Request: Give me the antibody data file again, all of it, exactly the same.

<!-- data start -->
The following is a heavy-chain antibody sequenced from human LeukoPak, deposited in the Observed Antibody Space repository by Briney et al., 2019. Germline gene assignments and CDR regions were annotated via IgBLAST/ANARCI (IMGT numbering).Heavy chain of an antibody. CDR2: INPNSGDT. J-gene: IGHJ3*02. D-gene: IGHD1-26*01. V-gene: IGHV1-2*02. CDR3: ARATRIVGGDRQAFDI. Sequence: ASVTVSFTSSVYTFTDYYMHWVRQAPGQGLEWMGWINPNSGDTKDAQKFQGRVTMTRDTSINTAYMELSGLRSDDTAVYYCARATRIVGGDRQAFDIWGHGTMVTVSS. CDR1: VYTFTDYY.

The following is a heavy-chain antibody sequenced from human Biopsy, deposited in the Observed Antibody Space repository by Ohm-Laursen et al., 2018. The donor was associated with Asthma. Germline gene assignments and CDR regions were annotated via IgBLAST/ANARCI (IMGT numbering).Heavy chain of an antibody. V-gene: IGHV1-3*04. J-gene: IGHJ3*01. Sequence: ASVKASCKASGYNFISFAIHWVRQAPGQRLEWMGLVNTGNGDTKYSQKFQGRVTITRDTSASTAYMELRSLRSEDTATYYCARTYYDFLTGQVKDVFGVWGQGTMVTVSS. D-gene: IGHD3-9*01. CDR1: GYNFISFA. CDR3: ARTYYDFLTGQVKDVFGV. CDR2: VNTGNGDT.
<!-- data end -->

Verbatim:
The following is a heavy-chain antibody sequenced from human LeukoPak, deposited in the Observed Antibody Space repository by Briney et al., 2019. Germline gene assignments and CDR regions were annotated via IgBLAST/ANARCI (IMGT numbering).Heavy chain of an antibody. CDR2: INPNSGDT. J-gene: IGHJ3*02. D-gene: IGHD1-26*01. V-gene: IGHV1-2*02. CDR3: ARATRIVGGDRQAFDI. Sequence: ASVTVSFTSSVYTFTDYYMHWVRQAPGQGLEWMGWINPNSGDTKDAQKFQGRVTMTRDTSINTAYMELSGLRSDDTAVYYCARATRIVGGDRQAFDIWGHGTMVTVSS. CDR1: VYTFTDYY.

The following is a heavy-chain antibody sequenced from human Biopsy, deposited in the Observed Antibody Space repository by Ohm-Laursen et al., 2018. The donor was associated with Asthma. Germline gene assignments and CDR regions were annotated via IgBLAST/ANARCI (IMGT numbering).Heavy chain of an antibody. V-gene: IGHV1-3*04. J-gene: IGHJ3*01. Sequence: ASVKASCKASGYNFISFAIHWVRQAPGQRLEWMGLVNTGNGDTKYSQKFQGRVTITRDTSASTAYMELRSLRSEDTATYYCARTYYDFLTGQVKDVFGVWGQGTMVTVSS. D-gene: IGHD3-9*01. CDR1: GYNFISFA. CDR3: ARTYYDFLTGQVKDVFGV. CDR2: VNTGNGDT.